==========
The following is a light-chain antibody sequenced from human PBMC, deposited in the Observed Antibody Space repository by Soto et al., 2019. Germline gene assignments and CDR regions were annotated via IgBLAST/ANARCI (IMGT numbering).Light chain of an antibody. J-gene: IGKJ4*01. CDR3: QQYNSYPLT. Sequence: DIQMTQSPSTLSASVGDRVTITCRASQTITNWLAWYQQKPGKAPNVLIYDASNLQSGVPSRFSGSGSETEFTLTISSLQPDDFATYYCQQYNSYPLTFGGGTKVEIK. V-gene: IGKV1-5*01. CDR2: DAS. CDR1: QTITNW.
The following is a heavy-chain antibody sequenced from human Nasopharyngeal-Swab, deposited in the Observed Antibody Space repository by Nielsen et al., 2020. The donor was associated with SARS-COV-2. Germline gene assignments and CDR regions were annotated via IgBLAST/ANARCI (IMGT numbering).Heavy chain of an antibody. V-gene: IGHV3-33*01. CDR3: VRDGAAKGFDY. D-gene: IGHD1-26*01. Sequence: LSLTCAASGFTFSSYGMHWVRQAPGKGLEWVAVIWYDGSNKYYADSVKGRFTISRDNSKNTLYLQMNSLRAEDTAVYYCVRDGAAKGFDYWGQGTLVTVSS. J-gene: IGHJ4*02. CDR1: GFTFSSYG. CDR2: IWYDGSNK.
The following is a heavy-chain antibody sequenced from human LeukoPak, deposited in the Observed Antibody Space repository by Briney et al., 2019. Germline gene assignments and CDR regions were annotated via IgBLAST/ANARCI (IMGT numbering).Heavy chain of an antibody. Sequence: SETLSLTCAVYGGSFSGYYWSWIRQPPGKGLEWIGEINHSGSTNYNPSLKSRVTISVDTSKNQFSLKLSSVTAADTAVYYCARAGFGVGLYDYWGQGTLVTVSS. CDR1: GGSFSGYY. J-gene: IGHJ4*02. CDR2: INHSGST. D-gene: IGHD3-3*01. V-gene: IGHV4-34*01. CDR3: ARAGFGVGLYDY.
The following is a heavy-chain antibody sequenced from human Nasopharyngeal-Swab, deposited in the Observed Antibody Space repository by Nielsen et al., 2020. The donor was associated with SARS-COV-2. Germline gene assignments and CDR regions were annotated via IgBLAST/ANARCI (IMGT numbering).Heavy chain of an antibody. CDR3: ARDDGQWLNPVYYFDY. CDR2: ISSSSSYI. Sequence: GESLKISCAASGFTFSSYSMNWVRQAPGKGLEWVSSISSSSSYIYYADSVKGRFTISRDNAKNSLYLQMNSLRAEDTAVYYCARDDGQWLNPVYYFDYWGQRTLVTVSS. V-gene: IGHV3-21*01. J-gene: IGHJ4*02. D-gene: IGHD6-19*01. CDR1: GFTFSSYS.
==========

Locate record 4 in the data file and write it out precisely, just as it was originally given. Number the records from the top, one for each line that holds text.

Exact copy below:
The following is a heavy-chain antibody sequenced from human Nasopharyngeal-Swab, deposited in the Observed Antibody Space repository by Nielsen et al., 2020. The donor was associated with SARS-COV-2. Germline gene assignments and CDR regions were annotated via IgBLAST/ANARCI (IMGT numbering).Heavy chain of an antibody. CDR3: ARDDGQWLNPVYYFDY. CDR2: ISSSSSYI. Sequence: GESLKISCAASGFTFSSYSMNWVRQAPGKGLEWVSSISSSSSYIYYADSVKGRFTISRDNAKNSLYLQMNSLRAEDTAVYYCARDDGQWLNPVYYFDYWGQRTLVTVSS. V-gene: IGHV3-21*01. J-gene: IGHJ4*02. D-gene: IGHD6-19*01. CDR1: GFTFSSYS.